Do You Zango?

Stephen Yagielowicz
It’s brilliant – but I hate it – but as an advertiser, I’m inclined to use it. The “it” is Zango, a contextual advertising platform that’s been the subject of often heated discussion lately within the adult webmaster community.

The reason that I say it’s brilliant is because the Zango business model incorporates a new twist on an old theme: offering free content in exchange for your viewing advertising. In the case of broadcast television, the commercials are what foot the bill for the free programming; but viewers often change channels or leave the room for sundry tasks and thus avoid the commercials. In print media, the reader cannot avoid noticing the ads, but won’t necessarily read or act upon them. In the case of Zango, while the pitfalls are the same (the surfer can close the advertising window without reading or acting upon its ad), the benefits are extraordinary, since the advertising is delivered contextually, based upon the customer’s searching and surfing habits.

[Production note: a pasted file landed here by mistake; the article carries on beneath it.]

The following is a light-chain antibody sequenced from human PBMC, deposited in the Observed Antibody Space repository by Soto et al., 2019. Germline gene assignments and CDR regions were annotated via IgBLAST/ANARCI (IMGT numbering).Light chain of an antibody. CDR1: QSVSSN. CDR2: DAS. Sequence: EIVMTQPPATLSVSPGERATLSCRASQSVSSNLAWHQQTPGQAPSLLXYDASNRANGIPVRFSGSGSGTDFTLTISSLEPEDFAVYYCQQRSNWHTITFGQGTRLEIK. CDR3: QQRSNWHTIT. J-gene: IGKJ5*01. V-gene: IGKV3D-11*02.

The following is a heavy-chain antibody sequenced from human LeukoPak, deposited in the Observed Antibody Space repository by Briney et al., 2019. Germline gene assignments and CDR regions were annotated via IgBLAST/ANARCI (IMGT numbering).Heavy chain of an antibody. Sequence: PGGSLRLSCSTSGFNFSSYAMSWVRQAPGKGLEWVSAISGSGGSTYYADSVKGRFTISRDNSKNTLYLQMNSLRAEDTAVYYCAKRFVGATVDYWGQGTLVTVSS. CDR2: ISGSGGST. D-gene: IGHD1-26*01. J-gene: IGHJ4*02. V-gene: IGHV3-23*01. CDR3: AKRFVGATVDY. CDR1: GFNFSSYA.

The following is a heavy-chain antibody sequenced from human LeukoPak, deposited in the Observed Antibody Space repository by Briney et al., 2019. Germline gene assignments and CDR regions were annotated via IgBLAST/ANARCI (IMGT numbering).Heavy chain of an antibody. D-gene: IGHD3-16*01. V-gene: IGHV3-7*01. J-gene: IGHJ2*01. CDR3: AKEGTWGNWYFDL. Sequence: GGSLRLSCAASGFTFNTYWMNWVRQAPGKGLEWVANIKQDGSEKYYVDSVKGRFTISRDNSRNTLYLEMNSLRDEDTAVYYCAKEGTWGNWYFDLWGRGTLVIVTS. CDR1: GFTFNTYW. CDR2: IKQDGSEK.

The reason why I hate it is because as a consumer, I don’t want any application tossing advertising at me. Sure, there’s a lot of “this is how it works” info on the website and the company is very careful to explain itself, but doubtless most users won’t read the fine print before clicking the “I accept” button while impatiently waiting for that game or video download to begin – the mechanism via which the Zango software is loaded onto user’s computers. Having said that, since it’s removable through Window’s “Add/Remove Programs…” Control Panel dialog, I don’t have a real problem with it as it’s easily deleted.

For advertisers, tapping into the network is as simple as bidding on a targeted keyword: For example, the surfer does a web search on “phone sex” and a pop-up window appears offering your phone sex ad. This is as targeted as it gets and may be seen as an enhanced strategy for pay-per-click and search engine marketers looking for more quality traffic.

The problem (or biggest benefit depending on your viewpoint) is that “keywords” can include your competitor’s trade name and URL. In a market with only a few major players, it’s easy to see how such power can be exploited to not only make sales, but to deprive your competitors of sales. In my opinion, depending on how it’s done, this may be an actionable deceptive trade practice that is sure to receive the attention of the Federal Trade Commission.

Still, in my book, any tool that lets me reach surfers looking for exactly what I have to offer is a winner, and contextual advertising services such as Zango fit the bill.